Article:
Compared with the general population, recipients of a kidney, liver, heart, or lung transplant have twice as great a risk for diverse infection-related and unrelated cancers, revealed a recent analysis of US transplant and cancer registries.

Recipients of solid-organ transplants are known to have elevated cancer risk due to immunosuppression and oncogenic viral infections. To describe the overall pattern of cancer following solid-organ transplantation, investigators culled data on 175,732 solid-organ transplants from the US Scientific Registry of Transplant Recipients (1987-2008) and 13 state and regional cancer registries.

The most common transplanted organs were kidney (58.4%), liver (21.6%), heart (10.0%), and lung (4.0%). The majority of recipients (60.9%) were male, and the median age at transplant was 47 years. Transplant recipients were linked to 10,656 malignancy diagnoses during follow-up, with analysis indicating an overall doubling of cancer risk compared with the general population.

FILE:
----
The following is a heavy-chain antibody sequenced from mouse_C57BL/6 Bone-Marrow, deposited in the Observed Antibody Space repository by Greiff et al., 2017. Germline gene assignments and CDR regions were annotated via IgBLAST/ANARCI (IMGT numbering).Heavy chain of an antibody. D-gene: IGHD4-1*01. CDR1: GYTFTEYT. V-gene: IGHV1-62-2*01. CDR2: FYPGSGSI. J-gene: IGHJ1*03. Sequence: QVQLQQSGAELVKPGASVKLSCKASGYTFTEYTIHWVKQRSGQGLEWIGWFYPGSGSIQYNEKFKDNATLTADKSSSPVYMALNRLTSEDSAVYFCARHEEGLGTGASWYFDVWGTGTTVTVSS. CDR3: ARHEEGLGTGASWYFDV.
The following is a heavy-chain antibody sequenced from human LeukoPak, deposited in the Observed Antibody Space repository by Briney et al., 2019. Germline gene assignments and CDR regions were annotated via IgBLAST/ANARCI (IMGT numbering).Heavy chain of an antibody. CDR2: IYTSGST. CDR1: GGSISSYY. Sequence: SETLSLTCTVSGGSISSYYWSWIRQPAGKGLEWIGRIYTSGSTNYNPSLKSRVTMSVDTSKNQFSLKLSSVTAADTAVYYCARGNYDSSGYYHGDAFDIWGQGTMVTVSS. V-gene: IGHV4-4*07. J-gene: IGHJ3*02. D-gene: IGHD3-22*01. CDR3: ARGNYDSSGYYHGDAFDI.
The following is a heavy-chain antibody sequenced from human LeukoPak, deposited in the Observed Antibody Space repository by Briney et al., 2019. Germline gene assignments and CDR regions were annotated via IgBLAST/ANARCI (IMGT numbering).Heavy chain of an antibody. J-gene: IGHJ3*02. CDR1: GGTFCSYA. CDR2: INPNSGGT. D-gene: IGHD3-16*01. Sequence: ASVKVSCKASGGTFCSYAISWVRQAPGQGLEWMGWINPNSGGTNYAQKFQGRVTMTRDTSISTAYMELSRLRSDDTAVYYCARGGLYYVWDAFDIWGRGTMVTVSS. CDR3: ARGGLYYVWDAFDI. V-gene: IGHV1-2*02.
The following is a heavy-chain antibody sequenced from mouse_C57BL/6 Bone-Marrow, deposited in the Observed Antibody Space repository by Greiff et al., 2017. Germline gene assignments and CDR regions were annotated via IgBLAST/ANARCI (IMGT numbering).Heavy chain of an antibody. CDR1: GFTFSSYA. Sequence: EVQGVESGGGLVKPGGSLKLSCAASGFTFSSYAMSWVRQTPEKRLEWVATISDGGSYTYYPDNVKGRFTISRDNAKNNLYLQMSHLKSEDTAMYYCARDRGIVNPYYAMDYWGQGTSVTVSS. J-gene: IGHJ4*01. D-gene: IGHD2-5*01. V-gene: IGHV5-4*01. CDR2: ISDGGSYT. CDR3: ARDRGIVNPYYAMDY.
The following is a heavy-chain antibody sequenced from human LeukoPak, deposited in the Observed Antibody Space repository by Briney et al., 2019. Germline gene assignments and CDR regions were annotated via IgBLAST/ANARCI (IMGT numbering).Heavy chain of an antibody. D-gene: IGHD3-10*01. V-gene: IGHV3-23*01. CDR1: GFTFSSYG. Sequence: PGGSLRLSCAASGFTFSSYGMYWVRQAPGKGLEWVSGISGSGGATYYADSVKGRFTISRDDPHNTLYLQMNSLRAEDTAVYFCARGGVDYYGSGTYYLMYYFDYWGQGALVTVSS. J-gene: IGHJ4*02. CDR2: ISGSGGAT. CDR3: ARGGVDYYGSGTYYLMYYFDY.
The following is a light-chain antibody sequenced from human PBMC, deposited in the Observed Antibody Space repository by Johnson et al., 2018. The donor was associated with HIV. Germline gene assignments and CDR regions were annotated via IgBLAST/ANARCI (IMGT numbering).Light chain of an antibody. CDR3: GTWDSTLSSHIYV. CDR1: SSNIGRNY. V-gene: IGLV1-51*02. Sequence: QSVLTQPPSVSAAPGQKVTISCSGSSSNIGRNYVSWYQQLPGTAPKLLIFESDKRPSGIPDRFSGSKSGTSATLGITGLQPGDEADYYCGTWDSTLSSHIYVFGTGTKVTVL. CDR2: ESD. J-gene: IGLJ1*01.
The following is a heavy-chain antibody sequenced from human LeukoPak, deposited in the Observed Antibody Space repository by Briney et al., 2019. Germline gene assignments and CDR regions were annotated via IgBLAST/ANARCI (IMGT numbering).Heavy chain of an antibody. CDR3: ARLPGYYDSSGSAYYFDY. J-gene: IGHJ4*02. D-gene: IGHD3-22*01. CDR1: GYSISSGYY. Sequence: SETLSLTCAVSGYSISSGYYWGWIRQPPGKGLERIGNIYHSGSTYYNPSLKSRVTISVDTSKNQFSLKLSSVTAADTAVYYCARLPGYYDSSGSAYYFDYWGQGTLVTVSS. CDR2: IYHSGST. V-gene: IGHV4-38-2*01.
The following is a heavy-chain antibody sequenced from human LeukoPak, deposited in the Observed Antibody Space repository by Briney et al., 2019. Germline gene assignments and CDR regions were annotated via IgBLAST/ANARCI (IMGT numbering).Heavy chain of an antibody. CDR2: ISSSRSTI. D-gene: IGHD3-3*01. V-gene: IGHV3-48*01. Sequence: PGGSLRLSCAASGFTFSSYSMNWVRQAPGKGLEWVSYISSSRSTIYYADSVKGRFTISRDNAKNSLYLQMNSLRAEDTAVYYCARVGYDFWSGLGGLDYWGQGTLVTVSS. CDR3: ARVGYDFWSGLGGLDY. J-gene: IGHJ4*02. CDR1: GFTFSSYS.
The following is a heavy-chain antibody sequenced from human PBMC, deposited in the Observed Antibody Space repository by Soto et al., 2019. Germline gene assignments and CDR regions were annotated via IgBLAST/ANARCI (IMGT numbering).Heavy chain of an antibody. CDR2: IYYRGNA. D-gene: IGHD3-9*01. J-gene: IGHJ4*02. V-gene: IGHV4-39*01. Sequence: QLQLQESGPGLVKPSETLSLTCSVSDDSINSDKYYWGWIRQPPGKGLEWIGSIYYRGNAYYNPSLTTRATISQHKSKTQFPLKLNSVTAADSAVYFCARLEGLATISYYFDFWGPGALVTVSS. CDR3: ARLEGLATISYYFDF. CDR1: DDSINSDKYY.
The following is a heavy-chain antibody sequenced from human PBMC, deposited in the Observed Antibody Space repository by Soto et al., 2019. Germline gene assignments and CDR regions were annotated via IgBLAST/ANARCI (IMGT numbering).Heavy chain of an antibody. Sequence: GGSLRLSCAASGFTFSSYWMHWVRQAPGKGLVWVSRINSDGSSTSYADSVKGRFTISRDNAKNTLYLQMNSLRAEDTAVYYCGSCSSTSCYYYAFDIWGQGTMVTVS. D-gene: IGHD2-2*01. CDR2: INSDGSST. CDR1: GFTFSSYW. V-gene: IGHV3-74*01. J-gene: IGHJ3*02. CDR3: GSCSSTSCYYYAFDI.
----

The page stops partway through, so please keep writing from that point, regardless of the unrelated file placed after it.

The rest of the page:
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Risk was increased for 32 different malignancies, some of which were related to known infections (eg, anal cancer, Kaposi sarcoma) and some were unrelated to known infections (eg, melanoma and thyroid and lip cancers). Non-Hodgkin lymphoma and cancers of the lung, liver, and kidney were the most common malignancies with elevated risk, comprising 43% of all cancer cases among the transplant recipients compared with 21% in the general US population.

Lung cancer risk was most elevated among lung recipients, but also increased among kidney, liver, and heart recipients. However, only the liver recipients had elevated risk of liver cancer. Kidney cancer risk was highest among kidney recipients, but also elevated in liver and heart recipients.

The researchers hope that these findings spur research into carcinogenic mechanisms associated with organ transplantation as well as further development of approaches to prevention and early detection of cancer in this patient population (JAMA. 2011;306[17]:1891-1901).